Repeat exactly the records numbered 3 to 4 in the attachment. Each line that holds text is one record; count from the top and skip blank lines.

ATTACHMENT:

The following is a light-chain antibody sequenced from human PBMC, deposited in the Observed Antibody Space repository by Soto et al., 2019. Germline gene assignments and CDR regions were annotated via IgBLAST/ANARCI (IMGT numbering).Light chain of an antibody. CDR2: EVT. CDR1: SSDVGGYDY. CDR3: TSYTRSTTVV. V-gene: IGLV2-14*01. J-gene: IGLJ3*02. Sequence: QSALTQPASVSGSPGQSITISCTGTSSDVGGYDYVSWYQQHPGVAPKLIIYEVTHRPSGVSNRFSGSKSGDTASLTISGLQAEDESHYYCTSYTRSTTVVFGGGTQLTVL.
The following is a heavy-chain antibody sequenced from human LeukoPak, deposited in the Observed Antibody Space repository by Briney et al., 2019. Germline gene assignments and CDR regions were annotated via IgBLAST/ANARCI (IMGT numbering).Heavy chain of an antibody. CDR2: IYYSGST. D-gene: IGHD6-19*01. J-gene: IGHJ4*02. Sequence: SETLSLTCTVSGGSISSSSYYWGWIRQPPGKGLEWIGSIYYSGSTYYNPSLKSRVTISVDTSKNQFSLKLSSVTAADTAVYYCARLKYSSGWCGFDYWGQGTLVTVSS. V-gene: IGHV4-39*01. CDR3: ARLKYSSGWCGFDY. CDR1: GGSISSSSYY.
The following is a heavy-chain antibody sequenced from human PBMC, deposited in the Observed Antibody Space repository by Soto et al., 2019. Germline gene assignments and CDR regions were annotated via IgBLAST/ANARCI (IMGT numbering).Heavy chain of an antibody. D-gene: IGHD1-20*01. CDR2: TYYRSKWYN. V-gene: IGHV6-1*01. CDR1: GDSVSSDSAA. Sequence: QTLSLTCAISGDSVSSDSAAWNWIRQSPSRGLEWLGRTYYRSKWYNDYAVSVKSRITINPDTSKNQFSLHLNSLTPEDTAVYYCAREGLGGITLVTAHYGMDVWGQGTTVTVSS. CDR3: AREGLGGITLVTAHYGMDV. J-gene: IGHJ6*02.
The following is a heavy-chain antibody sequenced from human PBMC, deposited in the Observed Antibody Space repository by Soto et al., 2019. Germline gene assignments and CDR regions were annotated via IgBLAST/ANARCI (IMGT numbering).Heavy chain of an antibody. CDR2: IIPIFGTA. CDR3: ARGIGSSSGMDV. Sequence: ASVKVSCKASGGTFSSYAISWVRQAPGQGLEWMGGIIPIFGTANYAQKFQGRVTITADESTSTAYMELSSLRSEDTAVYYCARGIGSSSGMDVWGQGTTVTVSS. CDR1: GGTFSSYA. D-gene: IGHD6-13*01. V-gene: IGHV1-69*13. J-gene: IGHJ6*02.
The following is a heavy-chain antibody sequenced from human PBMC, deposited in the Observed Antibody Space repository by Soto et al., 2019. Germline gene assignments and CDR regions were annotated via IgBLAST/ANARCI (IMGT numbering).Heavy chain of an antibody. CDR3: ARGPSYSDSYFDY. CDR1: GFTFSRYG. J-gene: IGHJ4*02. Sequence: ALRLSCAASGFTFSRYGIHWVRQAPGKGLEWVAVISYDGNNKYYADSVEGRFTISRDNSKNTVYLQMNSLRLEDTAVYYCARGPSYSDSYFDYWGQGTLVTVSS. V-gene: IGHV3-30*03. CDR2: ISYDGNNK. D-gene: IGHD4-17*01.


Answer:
The following is a heavy-chain antibody sequenced from human PBMC, deposited in the Observed Antibody Space repository by Soto et al., 2019. Germline gene assignments and CDR regions were annotated via IgBLAST/ANARCI (IMGT numbering).Heavy chain of an antibody. D-gene: IGHD1-20*01. CDR2: TYYRSKWYN. V-gene: IGHV6-1*01. CDR1: GDSVSSDSAA. Sequence: QTLSLTCAISGDSVSSDSAAWNWIRQSPSRGLEWLGRTYYRSKWYNDYAVSVKSRITINPDTSKNQFSLHLNSLTPEDTAVYYCAREGLGGITLVTAHYGMDVWGQGTTVTVSS. CDR3: AREGLGGITLVTAHYGMDV. J-gene: IGHJ6*02.
The following is a heavy-chain antibody sequenced from human PBMC, deposited in the Observed Antibody Space repository by Soto et al., 2019. Germline gene assignments and CDR regions were annotated via IgBLAST/ANARCI (IMGT numbering).Heavy chain of an antibody. CDR2: IIPIFGTA. CDR3: ARGIGSSSGMDV. Sequence: ASVKVSCKASGGTFSSYAISWVRQAPGQGLEWMGGIIPIFGTANYAQKFQGRVTITADESTSTAYMELSSLRSEDTAVYYCARGIGSSSGMDVWGQGTTVTVSS. CDR1: GGTFSSYA. D-gene: IGHD6-13*01. V-gene: IGHV1-69*13. J-gene: IGHJ6*02.